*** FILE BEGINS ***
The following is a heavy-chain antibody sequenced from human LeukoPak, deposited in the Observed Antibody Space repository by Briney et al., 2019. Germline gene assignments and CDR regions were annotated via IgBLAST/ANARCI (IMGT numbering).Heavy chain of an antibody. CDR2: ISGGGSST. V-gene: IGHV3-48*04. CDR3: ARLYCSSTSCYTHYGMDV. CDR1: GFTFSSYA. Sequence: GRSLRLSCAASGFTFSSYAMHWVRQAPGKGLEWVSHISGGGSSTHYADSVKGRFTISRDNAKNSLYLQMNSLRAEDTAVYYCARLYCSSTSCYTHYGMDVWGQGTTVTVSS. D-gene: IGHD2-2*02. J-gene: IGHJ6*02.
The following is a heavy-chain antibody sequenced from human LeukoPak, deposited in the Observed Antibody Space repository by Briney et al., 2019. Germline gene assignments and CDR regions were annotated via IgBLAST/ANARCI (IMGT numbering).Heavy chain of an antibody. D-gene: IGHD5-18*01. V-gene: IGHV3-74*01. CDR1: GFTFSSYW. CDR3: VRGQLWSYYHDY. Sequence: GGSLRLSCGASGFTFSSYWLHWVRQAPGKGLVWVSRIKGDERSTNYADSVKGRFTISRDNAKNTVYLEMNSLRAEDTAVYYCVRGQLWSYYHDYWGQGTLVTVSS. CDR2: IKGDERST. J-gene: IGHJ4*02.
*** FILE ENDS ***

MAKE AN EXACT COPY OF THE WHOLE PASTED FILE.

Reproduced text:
The following is a heavy-chain antibody sequenced from human LeukoPak, deposited in the Observed Antibody Space repository by Briney et al., 2019. Germline gene assignments and CDR regions were annotated via IgBLAST/ANARCI (IMGT numbering).Heavy chain of an antibody. CDR2: ISGGGSST. V-gene: IGHV3-48*04. CDR3: ARLYCSSTSCYTHYGMDV. CDR1: GFTFSSYA. Sequence: GRSLRLSCAASGFTFSSYAMHWVRQAPGKGLEWVSHISGGGSSTHYADSVKGRFTISRDNAKNSLYLQMNSLRAEDTAVYYCARLYCSSTSCYTHYGMDVWGQGTTVTVSS. D-gene: IGHD2-2*02. J-gene: IGHJ6*02.
The following is a heavy-chain antibody sequenced from human LeukoPak, deposited in the Observed Antibody Space repository by Briney et al., 2019. Germline gene assignments and CDR regions were annotated via IgBLAST/ANARCI (IMGT numbering).Heavy chain of an antibody. D-gene: IGHD5-18*01. V-gene: IGHV3-74*01. CDR1: GFTFSSYW. CDR3: VRGQLWSYYHDY. Sequence: GGSLRLSCGASGFTFSSYWLHWVRQAPGKGLVWVSRIKGDERSTNYADSVKGRFTISRDNAKNTVYLEMNSLRAEDTAVYYCVRGQLWSYYHDYWGQGTLVTVSS. CDR2: IKGDERST. J-gene: IGHJ4*02.